Cases are rising steeply in the NE but going down in London.
We probably have yet to see the after-effect of the Euro football matches and the lifting of restrictions.
In Europe cases in Spain and the Netherlands are rising steeply like those in the UK while Portugal and Greece are not far behind.
The first 25 minutes of the weekly Independent SAGE briefing is worth looking at if you are interested in charts and how the numbers are changing:-
Confusion over travel arrangements has returned. Travellers from the UK are unlikely to be welcome abroad as infection rates in England and Scotland are very high.
It is now possible to get an NHS Vaccination Pass for overseas travel, which will require you to prove your identity for example by providing a photo of your passport; this should facilitate return to the UK from Amber list countries, except France.
List of vaccines (unchanged)
Here is the list of vaccines ordered by the UK - a shortage of vaccine had been limiting the vaccination rate in the UK earlier in the year, but possibly not now. Plenty of vaccine is on order for delivery later in 2021 some of which may be needed for booster jabs and vaccinating those aged 12 - 18 years.
Table of vaccines ordered by the UK government
Present rate of new cases and risk
The hotspots in England and Scotland are expanding across the whole of the UK and the general infection rate is now very high; were it not for the vaccines the death rate would be heading towards 1,000 deaths per day.
The average rate of infection per 100,000 population per week in England has risen from 301 to 399 while in comparison the figure for Worcestershire has risen to 393 and the Malvern Hills to 291.
As a yardstick we suggest a figure of below 10 can be considered LOW.
There is now a fair chance of catching COVID-19 within the Malvern Hills, but as most Seniors have been vaccinated with 2 jabs we judge the risk of death LOW for the healthy, and MODERATE for the frail and vulnerable.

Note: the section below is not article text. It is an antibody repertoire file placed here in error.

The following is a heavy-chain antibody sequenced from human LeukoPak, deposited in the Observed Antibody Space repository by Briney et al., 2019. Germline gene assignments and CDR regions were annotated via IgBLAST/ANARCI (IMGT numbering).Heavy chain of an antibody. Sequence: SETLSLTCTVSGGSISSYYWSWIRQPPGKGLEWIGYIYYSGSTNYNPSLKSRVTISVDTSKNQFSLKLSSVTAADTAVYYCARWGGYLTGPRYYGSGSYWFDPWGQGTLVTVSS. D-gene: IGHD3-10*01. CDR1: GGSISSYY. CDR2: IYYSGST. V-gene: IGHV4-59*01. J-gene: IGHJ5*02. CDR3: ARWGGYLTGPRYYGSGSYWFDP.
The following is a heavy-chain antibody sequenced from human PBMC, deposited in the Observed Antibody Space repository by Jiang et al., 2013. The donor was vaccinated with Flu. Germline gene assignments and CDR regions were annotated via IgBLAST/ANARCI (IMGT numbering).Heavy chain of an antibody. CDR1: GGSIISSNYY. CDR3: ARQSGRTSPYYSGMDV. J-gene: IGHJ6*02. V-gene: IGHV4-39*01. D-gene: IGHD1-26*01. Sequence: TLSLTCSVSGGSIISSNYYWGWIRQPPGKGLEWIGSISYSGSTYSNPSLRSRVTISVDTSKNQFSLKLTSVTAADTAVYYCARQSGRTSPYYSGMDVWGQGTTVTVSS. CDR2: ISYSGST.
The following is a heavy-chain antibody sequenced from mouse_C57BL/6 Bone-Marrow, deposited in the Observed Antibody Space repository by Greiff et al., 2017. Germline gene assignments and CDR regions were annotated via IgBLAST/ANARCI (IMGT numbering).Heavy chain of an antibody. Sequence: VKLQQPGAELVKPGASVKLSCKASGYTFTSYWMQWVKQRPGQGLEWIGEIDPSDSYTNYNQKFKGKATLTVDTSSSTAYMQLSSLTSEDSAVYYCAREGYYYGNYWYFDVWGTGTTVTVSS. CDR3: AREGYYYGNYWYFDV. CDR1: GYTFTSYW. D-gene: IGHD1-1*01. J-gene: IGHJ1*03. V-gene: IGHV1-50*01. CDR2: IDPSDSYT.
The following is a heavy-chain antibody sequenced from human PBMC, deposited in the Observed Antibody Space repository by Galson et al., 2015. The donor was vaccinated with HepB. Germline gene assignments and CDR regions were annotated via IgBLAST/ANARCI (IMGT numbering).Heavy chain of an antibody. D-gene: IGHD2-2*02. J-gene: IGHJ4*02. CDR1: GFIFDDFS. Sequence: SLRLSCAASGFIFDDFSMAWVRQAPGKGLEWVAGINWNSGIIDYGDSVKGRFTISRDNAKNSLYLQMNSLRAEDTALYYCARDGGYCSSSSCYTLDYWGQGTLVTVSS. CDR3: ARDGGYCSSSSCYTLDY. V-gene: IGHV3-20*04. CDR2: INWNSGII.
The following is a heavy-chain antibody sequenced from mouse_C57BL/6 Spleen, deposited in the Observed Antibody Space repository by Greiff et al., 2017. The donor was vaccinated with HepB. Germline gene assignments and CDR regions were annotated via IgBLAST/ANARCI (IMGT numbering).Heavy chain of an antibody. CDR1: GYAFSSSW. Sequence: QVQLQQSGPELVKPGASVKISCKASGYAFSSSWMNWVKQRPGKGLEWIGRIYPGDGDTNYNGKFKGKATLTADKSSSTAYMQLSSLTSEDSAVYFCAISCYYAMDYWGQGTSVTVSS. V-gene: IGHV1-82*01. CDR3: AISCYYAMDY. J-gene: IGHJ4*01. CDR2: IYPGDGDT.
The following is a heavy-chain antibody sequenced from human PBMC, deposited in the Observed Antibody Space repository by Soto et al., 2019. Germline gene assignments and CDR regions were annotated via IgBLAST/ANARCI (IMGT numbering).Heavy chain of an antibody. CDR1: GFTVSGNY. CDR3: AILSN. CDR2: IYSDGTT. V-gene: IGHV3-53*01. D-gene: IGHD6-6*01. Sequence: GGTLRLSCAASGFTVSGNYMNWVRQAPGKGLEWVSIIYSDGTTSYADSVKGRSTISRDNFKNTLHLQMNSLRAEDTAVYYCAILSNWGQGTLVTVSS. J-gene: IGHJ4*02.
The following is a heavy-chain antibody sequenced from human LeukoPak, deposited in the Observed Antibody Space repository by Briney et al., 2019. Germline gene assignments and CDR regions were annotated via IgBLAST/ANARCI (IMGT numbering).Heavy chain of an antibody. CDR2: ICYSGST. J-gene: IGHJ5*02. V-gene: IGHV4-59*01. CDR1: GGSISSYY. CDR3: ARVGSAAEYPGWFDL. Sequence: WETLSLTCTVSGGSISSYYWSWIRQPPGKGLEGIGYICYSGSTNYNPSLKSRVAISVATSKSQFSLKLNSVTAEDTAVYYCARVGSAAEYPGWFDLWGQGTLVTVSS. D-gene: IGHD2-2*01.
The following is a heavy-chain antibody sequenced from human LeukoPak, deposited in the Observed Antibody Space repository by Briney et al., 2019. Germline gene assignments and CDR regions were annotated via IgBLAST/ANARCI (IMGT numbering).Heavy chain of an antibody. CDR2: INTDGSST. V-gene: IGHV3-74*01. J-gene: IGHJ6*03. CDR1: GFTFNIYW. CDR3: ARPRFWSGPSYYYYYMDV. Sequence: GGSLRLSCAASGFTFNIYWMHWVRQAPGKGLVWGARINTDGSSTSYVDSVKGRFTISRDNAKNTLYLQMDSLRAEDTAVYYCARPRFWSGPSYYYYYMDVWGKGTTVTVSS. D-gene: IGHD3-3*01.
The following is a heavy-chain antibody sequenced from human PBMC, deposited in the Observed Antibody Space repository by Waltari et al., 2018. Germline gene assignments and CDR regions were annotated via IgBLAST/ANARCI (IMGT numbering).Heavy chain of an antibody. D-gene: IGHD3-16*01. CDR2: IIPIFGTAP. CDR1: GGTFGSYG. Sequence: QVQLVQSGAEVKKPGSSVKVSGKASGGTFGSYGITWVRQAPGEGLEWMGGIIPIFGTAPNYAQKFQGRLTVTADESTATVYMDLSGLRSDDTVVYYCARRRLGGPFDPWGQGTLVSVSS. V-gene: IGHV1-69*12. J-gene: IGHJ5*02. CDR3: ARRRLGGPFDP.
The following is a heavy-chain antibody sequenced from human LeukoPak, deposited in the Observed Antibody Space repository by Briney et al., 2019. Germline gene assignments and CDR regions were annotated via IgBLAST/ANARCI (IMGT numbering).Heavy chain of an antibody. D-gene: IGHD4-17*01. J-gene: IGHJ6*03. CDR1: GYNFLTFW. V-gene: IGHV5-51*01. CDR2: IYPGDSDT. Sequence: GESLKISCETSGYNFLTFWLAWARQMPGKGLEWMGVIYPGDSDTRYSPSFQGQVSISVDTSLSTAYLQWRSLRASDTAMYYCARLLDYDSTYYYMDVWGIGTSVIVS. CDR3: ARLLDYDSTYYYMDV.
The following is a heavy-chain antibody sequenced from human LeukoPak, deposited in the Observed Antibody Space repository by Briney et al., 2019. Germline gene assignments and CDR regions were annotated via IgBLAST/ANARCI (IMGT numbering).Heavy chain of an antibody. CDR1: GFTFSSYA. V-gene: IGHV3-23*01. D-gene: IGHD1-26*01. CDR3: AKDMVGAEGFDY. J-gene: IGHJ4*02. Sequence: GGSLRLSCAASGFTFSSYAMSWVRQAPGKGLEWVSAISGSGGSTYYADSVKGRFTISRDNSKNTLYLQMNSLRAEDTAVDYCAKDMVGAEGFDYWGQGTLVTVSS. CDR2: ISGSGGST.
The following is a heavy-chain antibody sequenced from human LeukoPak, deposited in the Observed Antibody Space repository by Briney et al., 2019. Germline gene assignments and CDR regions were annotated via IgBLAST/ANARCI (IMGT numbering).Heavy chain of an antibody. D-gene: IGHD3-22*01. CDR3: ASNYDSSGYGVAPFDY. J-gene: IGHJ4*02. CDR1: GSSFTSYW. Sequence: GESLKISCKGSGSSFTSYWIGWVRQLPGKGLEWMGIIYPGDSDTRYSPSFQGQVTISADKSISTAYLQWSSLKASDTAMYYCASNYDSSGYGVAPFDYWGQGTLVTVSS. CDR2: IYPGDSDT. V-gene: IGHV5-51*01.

The risk of death from Coronavirus for unvaccinated children and healthy teenagers is said to be small so for them the risk is LOW. There is however emerging concern that one in six youngsters might suffer from Long COVID.
The middle aged can suffer from debilitating Long COVID so for those that have not been vaccinated the risk might be judged HIGH.
COVID-19 can seriously damage the organs of the very ill admitted to hospital.
About the final UK COVID-19 death toll (unchanged)
At the start of the epidemic on 17th March 2020 the Chief Scientific Adviser, Sir Patrick Valance, questioned by the Health Select Committee, did not disagree with Jeremy Hunt's suggestion that a death toll of 20,000 might be a reasonable outcome.
On the other hand, Professor Neil Ferguson of Imperial College warned in some scenarios the death toll might be as high as 250,000; while we thought, in the very worst case assuming up to 1% of the UK population died the outcome might have been nearer 400,000 taking into account some build up of herd immunity.
So how well will the UK have done? When Jeremy Hunt and Sir Patrick Valance spoke there had been few deaths and they clearly underestimated what was to come. Professor Neil Ferguson was nearer the mark. A few might consider an outcome of about 129,000 deaths a fair result compared to a greater number of people dying in a very short space of time, more being permanently disabled by Long COVID, temporary collapse of the NHS and patients dying at home or queued in ambulances outside hospitals. You have only to look at the recent situation in India to imagine what could have happened.
Members of the Labour Party and others will no doubt say the UK has done poorly compared to the best performing countries such as Australia, New Zealand and Singapore where deaths have been much lower, not to mention the enormous expense of supporting those out of work and huge damage to the economy.
With hindsight, deaths might have been much lower if the second lockdown had been continued into December and January, but that would have meant cancelling Christmas, and who knows to what extent the public would have complied.
Worldwide, this pandemic is not played out and it could be a further 1 to 2 years before the 'dust' finally settles. The PM has promised an independent inquiry in Spring 2022 to learn lessons for the future.
Summary of Links
Reporting and how to obtain a test
How to get a test
About joining the Zoe COVID Symptom Study:
ONS data on deaths in England and Wales (Excel spreadsheet)
A glimpse of the worldwide vaccination situation can be found on the Our World in Data website.
A projection of the future COVID-19 death toll and daily deaths can be found on The Institute for Health Metrics and Evaluation website.
The bigger picture
European Centre for Disease Prevention and Control info
World Health Organisation info
Window on the USA
Worcestershire County Council COVID-19 information:
Here you will find a useful link,
'Website: Number of new cases by date in Worcestershire'
which displays interesting COVID charts and statistics for Worcestershire
Views of Martin McKee, Professor of European Public Health
The interpretations and opinions expressed are our own
Last updated 26th July 2021